Throughout the study, engagement with stakeholders through a national advisory committee and dissemination with communities supports the translation of findings to recommendations for policy and practice.

In preparation for the cohort, the research programme included a preliminary phase of community engagement, exploratory qualitative research, and a pilot survey to inform and refine the cohort measures. This foundational phase ensured cohort survey tools were informed by nuanced understanding of menstrual experiences in the study context. Figure 1 presents an overview of the AMEHC Study activities and timeline.

Figure 1

AMEHC Study methods and timeline. AMEHC.

Study setting

The AMEHC Study is situated in Bangladesh, a country with world-leading prioritisation of adolescent MH national strategy, and interventions delivered through national and international non-governmental organisations (NGOs).38 Thus, findings from the AMEHC Study can be positioned to influence policy and programming nationally, while addressing global research questions about the relationships between MH exposures and outcomes. Our study brings together research institutions and NGO partners to support stakeholder engagement and rapid translation of the findings relevant to policy and practice. The existing body of MH research in Bangladesh39–41 has highlighted that adolescent girls throughout the country experience a wide range of sociocultural and resource-related MH challenges. The Bangladesh National Hygiene Survey in 2018 reported a mean age at menarche among school girls as 11.8 years.42 Findings are likely to provide generalisable insights for similar settings across South Asia and can be considered in the context of country and regional MH needs elsewhere.

The AMEHC Study is being undertaken in Khulna district, Bangladesh. The study district and subdistrict areas were selected based on the following criteria: (1) the study NGO partner (WaterAid Bangladesh) had strong relationships with local government but was not currently implementing or aware of other large-scale NGO implementation of programmes focused on MH; (2) an area in which WaterAid is likely to implement MH programming in the future that could be informed by study findings; and (3) cost and feasibility of transport for study teams. In 2015, Khulna district had a population of 2 million, with 66% residing in rural areas. According to the Poverty Maps of Bangladesh (2016), Khulna district has a poverty head count ratio of 30.8%.43 77% of the population is Muslim and 23% Hindu.44 Representative data from the Multiple Indicator Cluster Survey undertaken in 2018 found that most of the people in Khulna use improved sanitation infrastructure (95%). Khulna also represents a climate-vulnerable setting experiencing upheavals in WASH conditions, including high salinity in soil and water.45 The 2022 Demographic and Health Survey reports that in Khulna, 32% of women are married before age 16 years (56% prior to age 18 years), and 31% of those 15–19 years old have ever been pregnant.46 Khulna district is comprised of nine upazilas (subdistricts) and five metropolitan thanas (under a city corporation). For the AMEHC Study, we selected one rural upazila, Dumuria, and the urban area Khulna City Corporation (including its five metropolitan thanas).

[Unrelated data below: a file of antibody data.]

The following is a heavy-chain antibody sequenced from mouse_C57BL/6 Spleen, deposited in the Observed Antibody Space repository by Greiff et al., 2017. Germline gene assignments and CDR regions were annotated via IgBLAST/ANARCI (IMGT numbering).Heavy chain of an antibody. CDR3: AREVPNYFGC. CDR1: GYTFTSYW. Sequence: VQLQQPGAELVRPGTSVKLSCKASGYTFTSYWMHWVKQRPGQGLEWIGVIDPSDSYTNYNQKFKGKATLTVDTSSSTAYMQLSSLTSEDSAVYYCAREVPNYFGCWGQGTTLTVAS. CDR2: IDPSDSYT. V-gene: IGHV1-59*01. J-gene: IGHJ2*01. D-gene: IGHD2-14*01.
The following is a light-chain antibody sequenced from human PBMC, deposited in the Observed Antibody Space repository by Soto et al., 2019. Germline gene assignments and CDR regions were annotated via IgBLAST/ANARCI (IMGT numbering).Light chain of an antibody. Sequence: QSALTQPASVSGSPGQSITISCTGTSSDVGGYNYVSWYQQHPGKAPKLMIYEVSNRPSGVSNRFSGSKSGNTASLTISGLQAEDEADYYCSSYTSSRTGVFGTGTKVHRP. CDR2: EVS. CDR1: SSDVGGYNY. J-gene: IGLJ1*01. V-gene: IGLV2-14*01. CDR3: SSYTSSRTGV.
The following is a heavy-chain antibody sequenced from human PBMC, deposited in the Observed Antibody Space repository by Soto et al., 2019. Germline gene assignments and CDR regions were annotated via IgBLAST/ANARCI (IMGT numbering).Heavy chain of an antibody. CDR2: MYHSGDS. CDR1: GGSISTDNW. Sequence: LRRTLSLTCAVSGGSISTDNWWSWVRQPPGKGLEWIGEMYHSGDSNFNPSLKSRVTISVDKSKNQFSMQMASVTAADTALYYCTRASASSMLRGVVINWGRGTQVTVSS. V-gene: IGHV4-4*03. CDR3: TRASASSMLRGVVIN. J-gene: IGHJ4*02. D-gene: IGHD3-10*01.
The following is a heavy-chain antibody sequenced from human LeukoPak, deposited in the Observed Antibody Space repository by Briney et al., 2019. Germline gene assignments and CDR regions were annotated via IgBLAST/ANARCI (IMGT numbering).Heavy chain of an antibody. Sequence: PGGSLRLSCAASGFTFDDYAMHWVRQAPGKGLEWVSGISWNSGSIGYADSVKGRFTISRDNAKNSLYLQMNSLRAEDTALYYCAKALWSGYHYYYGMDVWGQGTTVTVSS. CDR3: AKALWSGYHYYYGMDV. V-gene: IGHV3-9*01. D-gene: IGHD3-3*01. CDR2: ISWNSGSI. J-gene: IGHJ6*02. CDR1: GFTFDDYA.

Preliminary activities: qualitative research and measure development

In 2022, prior to the cohort, we undertook a phase of community engagement, focused qualitative investigation, cognitive interviewing and pilot survey to develop and refine survey measures along with our data collection protocols and enumerator training. Our qualitative investigation took a phased approach to identify and develop measures to capture social norms surrounding menstruation in the Khulna context, and to explore girls’ knowledge about menstruation, MH literacy and information seeking experiences. This included qualitative activities with girls, mothers, fathers, adolescent boys and teachers. Cognitive interviews with adolescent girls further served to adapt translations, ensure relevance and support revalidation of the Menstrual Practice Needs Scale (MPNS)47 for use in Bangladesh. Cognitive interviews also served to explore the suitability and adapt measures of body image48 and social norms.